Starting this morning, you can go down to your local board of elections and vote in the November election.  Seems like a good moment to take a look at early vote impact on my own election September 7.  There are a couple lessons for Democrats.

About 56% of the turnout in District 7 was early vote.  We were expecting higher, given that the May primary had a 60% early vote turnout, the September election was the day after Labor Day, and there was a lot of media attention paid to this increased use of early vote.  I suspect the 56% number is a function of lower overall turnout, and the district itself – Cleveland wards 3, 7, 8, 9, & 12.  Largely inner city.  Still, 56% is a big number, fairly consistent with the trend, and likely to be higher for a November election, maybe as high as 70%.  For anyone on the ballot in November, it probably means that if you win the early vote, you win the election.  Yay!

In District 7, about 6,000 voters requested early vote ballots.  Only about 3,500 ballots were returned, around 58%.  So a requested ballot is not a returned ballot – seems obvious, but that gets forgotten.  What does this mean?  First, there is GOTV in them thar applications. Go and get them.  You have a voter IDing themselves as having a ballot in their hands, you simply have to go after them if you have the resources.  This certainty is a luxury – it narrows your targeting to actual votes.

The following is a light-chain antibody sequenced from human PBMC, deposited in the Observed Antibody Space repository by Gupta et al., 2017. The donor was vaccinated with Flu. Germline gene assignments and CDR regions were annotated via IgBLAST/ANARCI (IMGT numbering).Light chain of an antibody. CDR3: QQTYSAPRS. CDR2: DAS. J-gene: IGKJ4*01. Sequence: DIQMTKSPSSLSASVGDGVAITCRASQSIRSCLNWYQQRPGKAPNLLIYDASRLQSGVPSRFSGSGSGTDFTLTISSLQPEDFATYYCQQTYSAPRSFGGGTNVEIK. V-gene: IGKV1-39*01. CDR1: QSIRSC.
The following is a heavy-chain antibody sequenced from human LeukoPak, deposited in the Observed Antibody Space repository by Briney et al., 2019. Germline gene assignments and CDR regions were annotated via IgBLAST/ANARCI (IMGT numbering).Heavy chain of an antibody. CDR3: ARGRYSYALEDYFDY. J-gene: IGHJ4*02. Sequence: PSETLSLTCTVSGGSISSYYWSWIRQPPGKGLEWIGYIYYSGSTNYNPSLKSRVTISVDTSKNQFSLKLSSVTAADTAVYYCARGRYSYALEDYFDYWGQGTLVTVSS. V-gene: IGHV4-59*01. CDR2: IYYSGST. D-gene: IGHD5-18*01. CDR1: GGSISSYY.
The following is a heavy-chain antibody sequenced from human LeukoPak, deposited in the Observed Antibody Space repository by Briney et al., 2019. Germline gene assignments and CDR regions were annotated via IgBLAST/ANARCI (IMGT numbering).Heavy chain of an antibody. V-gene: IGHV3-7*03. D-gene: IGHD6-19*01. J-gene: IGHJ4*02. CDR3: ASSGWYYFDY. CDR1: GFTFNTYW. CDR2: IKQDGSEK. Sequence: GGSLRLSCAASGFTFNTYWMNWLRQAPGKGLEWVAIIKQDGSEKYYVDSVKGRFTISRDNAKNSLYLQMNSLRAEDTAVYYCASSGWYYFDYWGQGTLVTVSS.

We targeted early vote persuasion to our core precincts, where we won handily.  Knock on the door, robocall, direct mail, etc, repeatedly.  We didn’t have enough resources to go after every early voter – scarce resources are simply a fact of life.  But where we deployed our resources, turnout went up, and so did our vote total.

What’s it all mean?

Well, early vote is now a huge opportunity for voter ID and persuasion, person to person, on the doorstep, if you can organize the resources to do so.  It’s not really GOTV, except in your base of course.  It’s first ID, then persuasion.  And not necessarily with message, either, although a good message is critical, of course.  The mere fact of a campaign’s presence in front of an undecided early voter, who is sitting on a ballot, says all you need to say.  A voter wants to be asked for their vote.  If you go and ask, repeatedly, you probably will get it.  Close the deal right there.

Of course, there are a lot more tea leaves to read in early vote analysis.  But the bottom line is that early voters are literally inviting you to come over and ask them for their vote.

So go and do it.

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